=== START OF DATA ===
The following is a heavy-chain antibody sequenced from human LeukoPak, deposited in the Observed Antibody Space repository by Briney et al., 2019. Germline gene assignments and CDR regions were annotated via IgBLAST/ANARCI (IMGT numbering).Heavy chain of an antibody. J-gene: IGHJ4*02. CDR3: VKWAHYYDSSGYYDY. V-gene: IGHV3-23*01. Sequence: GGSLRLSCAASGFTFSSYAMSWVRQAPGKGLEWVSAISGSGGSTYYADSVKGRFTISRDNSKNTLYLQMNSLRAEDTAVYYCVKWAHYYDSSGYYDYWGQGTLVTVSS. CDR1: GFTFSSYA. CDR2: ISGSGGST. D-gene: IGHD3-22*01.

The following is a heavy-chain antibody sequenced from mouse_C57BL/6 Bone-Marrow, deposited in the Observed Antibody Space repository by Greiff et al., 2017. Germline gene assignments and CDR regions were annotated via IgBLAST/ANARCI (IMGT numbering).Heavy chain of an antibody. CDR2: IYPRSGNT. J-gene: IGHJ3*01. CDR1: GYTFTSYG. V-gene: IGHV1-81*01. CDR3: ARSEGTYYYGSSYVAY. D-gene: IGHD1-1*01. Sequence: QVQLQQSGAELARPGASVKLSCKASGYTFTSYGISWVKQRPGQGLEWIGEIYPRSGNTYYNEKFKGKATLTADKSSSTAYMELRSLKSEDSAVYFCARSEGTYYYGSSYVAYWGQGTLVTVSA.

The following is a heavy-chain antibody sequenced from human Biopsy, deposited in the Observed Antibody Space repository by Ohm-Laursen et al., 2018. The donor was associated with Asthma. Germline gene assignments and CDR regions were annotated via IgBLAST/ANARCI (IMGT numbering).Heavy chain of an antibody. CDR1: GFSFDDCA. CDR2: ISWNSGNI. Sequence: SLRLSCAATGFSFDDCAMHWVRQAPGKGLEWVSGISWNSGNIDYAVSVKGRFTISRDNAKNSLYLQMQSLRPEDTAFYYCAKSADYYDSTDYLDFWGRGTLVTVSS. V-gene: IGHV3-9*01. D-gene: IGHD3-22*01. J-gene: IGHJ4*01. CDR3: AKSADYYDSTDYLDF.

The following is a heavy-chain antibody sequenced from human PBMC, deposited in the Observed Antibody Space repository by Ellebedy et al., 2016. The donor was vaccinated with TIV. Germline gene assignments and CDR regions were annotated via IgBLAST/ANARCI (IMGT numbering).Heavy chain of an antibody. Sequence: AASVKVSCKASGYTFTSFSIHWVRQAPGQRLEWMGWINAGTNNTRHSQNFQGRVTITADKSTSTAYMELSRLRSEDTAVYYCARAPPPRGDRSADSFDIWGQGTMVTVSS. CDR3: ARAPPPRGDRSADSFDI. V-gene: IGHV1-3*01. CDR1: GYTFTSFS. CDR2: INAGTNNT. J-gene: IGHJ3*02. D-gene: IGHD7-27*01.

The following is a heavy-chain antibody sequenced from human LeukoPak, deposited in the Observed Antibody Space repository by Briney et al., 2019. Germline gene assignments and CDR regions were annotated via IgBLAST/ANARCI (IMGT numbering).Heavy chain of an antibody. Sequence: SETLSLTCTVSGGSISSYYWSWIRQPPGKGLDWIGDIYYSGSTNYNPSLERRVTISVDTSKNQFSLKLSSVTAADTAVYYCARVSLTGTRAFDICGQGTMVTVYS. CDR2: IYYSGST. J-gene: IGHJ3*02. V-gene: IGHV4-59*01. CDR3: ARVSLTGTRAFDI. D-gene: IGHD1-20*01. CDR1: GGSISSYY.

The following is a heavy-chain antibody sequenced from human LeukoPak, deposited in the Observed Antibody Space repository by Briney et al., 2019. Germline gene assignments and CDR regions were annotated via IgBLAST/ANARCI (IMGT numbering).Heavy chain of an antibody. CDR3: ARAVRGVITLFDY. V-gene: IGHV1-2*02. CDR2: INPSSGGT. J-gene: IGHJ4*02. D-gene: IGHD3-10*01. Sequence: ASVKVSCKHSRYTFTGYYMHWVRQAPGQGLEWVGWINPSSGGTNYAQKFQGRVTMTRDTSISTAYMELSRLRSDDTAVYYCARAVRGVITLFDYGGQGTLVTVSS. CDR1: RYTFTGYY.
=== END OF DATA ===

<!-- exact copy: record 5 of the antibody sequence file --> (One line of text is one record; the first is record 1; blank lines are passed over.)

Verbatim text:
The following is a heavy-chain antibody sequenced from human LeukoPak, deposited in the Observed Antibody Space repository by Briney et al., 2019. Germline gene assignments and CDR regions were annotated via IgBLAST/ANARCI (IMGT numbering).Heavy chain of an antibody. Sequence: SETLSLTCTVSGGSISSYYWSWIRQPPGKGLDWIGDIYYSGSTNYNPSLERRVTISVDTSKNQFSLKLSSVTAADTAVYYCARVSLTGTRAFDICGQGTMVTVYS. CDR2: IYYSGST. J-gene: IGHJ3*02. V-gene: IGHV4-59*01. CDR3: ARVSLTGTRAFDI. D-gene: IGHD1-20*01. CDR1: GGSISSYY.